McMaster University

McMaster University

Faculty of
Health Sciences

 

 

Mediterranean diet is healthy for your heart: McMaster study

Published: April 13, 2009
Sonia Anand
Dr. Sonia Anand, professor of medicine

A major new study by researchers at McMaster University clarifies what foods and dietary patterns are best for reducing the risk of heart disease.

For the first study of its kind, researchers systematically evaluated almost 200 studies investigating dietary patterns and their link to coronary heart disease (CHD) conducted between 1950 and 2007 in the United States, Europe and Asia.

The study concludes there are certain food groups or dietary patterns, that are beneficial, including vegetables, nuts, monounsaturated fatty acids, and an overall ‘healthy’ dietary patterns such as the Mediterranean diet which incorporates generous amounts of fruits and vegetables, healthy fats, such as olive and canola oil, small portions of nuts, red wine in moderation, very little red meat and fish on a regular basis. In addition, the researchers conclude there is strong evidence which supports that certain dietary factors such as glycemic index/load of foods and trans fatty acids are harmful. 

Their study, A Systematic Review of the Evidence Supporting a Causal Link Between Dietary Factors and Coronary Heart Disease, appears in the Monday, April 13 issue of the Archives of Internal Medicine.

"We hope our comprehensive review will clarify healthy and harmful foods as related to heart disease for the general public," said senior author  Dr. Sonia Anand. She is a professor of medicine at McMaster University, holds the Heart and Stroke Foundation of Ontario and Michael G. DeGroote Chair in Population Health Research, and she is a researcher in the Population Health Research Institute.

"Concluding there is strong evidence that certain dietary patterns, or food groups which are clearly beneficial or harmful, is  an easy message for health professionals to send to the  general public," said Dr. Anand. "People should focus on consuming a healthy dietary pattern, such as the Mediterranean diet, high in fruits and vegetables, and a diet low in trans fat."

Dr. Anand hopes the study will encourage health professionals and dieticians to present information to the public in a less factual and more people-friendly manner.

For their study, the McMaster researchers used a set of criteria linking cause and health outcomes. The lead author was Andrew Mente, PhD and a post-doctoral fellow funded by the Heart and Stroke Foundation.

He says: "The findings highlight the importance of improving overall diet quality to maintain good cardiovascular health.

"People need to be cautious and not become too preoccupied with a few individual nutrients or food items, while ignoring diet in its totality.  In fact, the evidence gathered on most individual dietary components is too modest to be conclusive, and in many instances, clinical trials evaluating coronary outcomes are absent.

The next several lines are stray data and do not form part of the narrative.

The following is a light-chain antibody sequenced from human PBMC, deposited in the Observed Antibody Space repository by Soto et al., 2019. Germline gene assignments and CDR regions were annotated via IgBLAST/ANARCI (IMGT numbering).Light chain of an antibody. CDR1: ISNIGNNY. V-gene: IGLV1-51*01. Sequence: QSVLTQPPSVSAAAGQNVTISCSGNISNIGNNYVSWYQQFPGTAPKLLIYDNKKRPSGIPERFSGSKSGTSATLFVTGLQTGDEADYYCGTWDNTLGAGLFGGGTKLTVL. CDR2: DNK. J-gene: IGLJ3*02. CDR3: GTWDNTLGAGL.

"On the other hand, the evidence clearly shows that adherence to a quality dietary pattern such as the Mediterranean diet is highly protective against coronary heart disease and total mortality."

Dr. Marco Di Buono, the director of research of the Heart and Stroke Foundation of Ontario, says: "The results of studies like these help Canadians understand exactly what they should be putting into their grocery carts, which is where they take the first step towards heart healthy eating,"

The study raises a note of caution because all the evidence isn’t in yet about the current general consensus that a reduced consumption of saturated -fatty acids and a higher intake of fruits and vegetables, polyunsaturated fatty acids including plant omega-3 fatty acids and whole grains is beneficial.

"This is cause for concern," the article says, "because dietary advice to limit the intake of a certain nutrient (dietary fat) may result in increased consumption of another (carbohydrates) which can have adverse effects on CHD risk factors.

"Moreover, without large prospective studies in which multiple health outcomes are evaluated, recommendations to modify a dietary component may decrease the likelihood of one chronic disease (CHD) at the cost of increasing another (cancer)," the researchers said in their paper.

Dr. Anand said the paper has a message for the scientific community. "What we have demonstrated is that, for some food groups and nutrients, there has been relatively weak information. Even though one study may be positive, there may be three others that are negative or conflicting.  We really need to look at the totality of the evidence in the field before promoting something to the public at large," she said.

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